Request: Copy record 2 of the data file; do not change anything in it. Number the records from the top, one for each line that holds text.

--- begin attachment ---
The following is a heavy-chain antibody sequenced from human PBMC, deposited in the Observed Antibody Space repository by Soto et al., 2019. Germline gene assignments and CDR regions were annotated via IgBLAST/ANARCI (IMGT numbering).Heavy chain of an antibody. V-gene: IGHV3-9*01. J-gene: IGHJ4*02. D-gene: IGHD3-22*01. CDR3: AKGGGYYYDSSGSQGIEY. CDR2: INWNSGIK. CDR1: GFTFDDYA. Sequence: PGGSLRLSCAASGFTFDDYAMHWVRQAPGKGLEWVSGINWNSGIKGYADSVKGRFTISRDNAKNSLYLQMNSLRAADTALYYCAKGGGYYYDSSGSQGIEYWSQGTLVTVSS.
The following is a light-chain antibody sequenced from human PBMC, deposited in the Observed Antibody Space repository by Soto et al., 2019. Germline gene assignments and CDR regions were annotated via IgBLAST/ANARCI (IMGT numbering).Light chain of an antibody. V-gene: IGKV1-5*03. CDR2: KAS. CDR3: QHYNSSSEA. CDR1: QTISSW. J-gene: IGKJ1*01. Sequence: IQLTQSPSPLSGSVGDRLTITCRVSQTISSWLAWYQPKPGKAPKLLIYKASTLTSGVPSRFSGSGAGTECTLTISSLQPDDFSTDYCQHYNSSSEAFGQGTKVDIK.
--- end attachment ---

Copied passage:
The following is a light-chain antibody sequenced from human PBMC, deposited in the Observed Antibody Space repository by Soto et al., 2019. Germline gene assignments and CDR regions were annotated via IgBLAST/ANARCI (IMGT numbering).Light chain of an antibody. V-gene: IGKV1-5*03. CDR2: KAS. CDR3: QHYNSSSEA. CDR1: QTISSW. J-gene: IGKJ1*01. Sequence: IQLTQSPSPLSGSVGDRLTITCRVSQTISSWLAWYQPKPGKAPKLLIYKASTLTSGVPSRFSGSGAGTECTLTISSLQPDDFSTDYCQHYNSSSEAFGQGTKVDIK.